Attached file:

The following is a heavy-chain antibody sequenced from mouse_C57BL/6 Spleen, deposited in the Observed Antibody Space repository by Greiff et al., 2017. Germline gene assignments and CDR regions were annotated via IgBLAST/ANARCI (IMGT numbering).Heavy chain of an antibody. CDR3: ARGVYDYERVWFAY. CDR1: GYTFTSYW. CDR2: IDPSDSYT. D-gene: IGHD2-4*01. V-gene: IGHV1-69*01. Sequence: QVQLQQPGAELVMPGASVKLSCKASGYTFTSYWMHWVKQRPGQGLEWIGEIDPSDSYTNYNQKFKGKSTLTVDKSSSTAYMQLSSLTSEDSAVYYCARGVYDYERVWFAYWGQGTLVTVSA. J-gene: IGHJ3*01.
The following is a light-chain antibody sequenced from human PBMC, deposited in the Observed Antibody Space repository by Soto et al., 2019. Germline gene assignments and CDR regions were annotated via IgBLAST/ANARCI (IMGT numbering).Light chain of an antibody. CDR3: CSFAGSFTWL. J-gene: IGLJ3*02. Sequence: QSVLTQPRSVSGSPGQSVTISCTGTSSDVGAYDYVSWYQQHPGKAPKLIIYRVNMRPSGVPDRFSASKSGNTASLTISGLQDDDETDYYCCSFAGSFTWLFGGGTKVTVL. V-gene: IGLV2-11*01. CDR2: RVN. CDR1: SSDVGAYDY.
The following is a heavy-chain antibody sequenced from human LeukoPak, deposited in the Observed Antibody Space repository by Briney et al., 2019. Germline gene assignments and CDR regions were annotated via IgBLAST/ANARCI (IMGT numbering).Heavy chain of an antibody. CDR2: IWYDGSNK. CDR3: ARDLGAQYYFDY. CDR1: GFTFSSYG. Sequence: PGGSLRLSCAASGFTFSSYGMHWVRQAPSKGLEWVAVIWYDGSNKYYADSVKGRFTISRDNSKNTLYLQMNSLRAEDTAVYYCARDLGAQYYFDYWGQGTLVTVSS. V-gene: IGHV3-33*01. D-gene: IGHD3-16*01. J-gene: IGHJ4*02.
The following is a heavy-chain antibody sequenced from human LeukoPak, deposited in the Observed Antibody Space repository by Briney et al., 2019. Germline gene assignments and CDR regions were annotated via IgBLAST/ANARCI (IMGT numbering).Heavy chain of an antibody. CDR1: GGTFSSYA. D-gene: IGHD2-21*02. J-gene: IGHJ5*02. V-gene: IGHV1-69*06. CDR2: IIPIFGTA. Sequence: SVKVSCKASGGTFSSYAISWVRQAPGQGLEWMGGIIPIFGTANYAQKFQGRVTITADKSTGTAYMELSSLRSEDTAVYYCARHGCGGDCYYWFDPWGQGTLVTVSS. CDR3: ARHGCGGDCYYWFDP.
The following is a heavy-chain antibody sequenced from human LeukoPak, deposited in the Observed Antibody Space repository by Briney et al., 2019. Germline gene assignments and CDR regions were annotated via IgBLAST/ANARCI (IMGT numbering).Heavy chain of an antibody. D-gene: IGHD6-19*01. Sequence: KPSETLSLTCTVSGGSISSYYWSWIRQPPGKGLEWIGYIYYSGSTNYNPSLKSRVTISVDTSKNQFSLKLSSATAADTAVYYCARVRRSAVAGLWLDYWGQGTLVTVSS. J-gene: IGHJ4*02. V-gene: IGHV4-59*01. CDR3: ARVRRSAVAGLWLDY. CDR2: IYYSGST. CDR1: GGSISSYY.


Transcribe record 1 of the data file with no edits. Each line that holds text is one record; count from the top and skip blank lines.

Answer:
The following is a heavy-chain antibody sequenced from mouse_C57BL/6 Spleen, deposited in the Observed Antibody Space repository by Greiff et al., 2017. Germline gene assignments and CDR regions were annotated via IgBLAST/ANARCI (IMGT numbering).Heavy chain of an antibody. CDR3: ARGVYDYERVWFAY. CDR1: GYTFTSYW. CDR2: IDPSDSYT. D-gene: IGHD2-4*01. V-gene: IGHV1-69*01. Sequence: QVQLQQPGAELVMPGASVKLSCKASGYTFTSYWMHWVKQRPGQGLEWIGEIDPSDSYTNYNQKFKGKSTLTVDKSSSTAYMQLSSLTSEDSAVYYCARGVYDYERVWFAYWGQGTLVTVSA. J-gene: IGHJ3*01.